That is to say that family controlled companies that used to be targets for acquisition are now competitors of both financial and strategic buyers. And, most intriguing, is the entry into the acquisition business of single-family offices with both substantial liquidity and deep expertise in the world of family enterprise. Both family controlled operating companies and single-family offices bring to the business of acquisition assets that non-family controlled buyers can’t match.
The recast European Insolvency Regulation – impact on distressed debt investors
In 2002, the European Insolvency Regulation (EIR) introduced a regime governing the administration of insolvent corporates or individuals which operate in more than one member state of the European Union (EU). A "recast EIR" will apply to insolvency proceedings commenced on or after 26 June 2017.
Why are the EIRs important?
The EIRs ensure recognition, without further formality, of insolvency proceedings throughout the EU (except Denmark) and determine the law applicable to such proceedings. They apply only where the debtor's centre of main interests (COMI) is situated in a member state (other than Denmark) and do not apply to insolvency proceedings on foot in other jurisdictions. The EIRs are only binding on participating member states and so will be of limited practical use where assets are situated outside the EU. The EIRs envisage there being one set of main insolvency proceedings, with the possibility of multiple territorial (or secondary) insolvency proceedings.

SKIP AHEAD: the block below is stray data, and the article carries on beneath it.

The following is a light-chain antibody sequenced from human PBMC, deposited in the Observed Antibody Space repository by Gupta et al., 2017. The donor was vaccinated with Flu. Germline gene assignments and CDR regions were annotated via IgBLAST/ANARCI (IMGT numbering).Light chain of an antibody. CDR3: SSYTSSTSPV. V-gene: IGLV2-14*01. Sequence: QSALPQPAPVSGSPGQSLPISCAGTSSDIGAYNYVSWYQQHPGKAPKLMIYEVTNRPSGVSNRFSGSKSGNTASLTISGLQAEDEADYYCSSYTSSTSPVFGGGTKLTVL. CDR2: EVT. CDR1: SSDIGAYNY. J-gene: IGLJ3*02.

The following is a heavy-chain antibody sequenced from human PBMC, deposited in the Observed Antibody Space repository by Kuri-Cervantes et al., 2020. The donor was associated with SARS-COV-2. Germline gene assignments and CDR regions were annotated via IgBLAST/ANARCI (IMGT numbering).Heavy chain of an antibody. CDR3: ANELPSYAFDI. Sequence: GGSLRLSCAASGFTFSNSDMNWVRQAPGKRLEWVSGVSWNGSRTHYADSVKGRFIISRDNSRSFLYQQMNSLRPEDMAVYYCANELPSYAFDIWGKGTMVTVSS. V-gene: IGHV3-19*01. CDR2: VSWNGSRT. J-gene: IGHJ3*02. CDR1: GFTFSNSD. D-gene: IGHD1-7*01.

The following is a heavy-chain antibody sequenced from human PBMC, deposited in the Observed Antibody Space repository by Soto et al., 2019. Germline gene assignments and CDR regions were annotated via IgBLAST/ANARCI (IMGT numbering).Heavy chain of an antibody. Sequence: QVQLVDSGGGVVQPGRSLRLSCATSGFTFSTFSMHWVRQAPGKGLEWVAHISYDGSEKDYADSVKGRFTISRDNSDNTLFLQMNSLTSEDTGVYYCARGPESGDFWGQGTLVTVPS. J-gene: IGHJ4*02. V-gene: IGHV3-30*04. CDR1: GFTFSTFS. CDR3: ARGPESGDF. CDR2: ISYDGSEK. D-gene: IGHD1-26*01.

Creating a Client Advantage - The Practice of Knowledge Management in Law Firms
Legal knowledge management is the driving force within law firms across the globe. The recent International Bar Association (IBA) conference in Washington DC attracted over 6000 legal professionals from around the world and Knowledge Management (KM) was prominently featured at the conference. In an article by Ron Friedmann of Fireman & Company in Bloomberg Law he indicates that legal knowledge management is on the rise as law firms realize that KM increases a lawyer’s productivity (Friedmann, 2016). This increase in productivity leads to delivering better value to clients. Ron Friedmann also indicates that The 2016 Citi-Hildebrandt client advisory expects “to see more focus on knowledge management” and The 2015 Altman Weil law firm report finds that 68% of firms with 250+ lawyers have incorporated KM initiatives to improve the firm’s efficiency (Friedmann, 2016).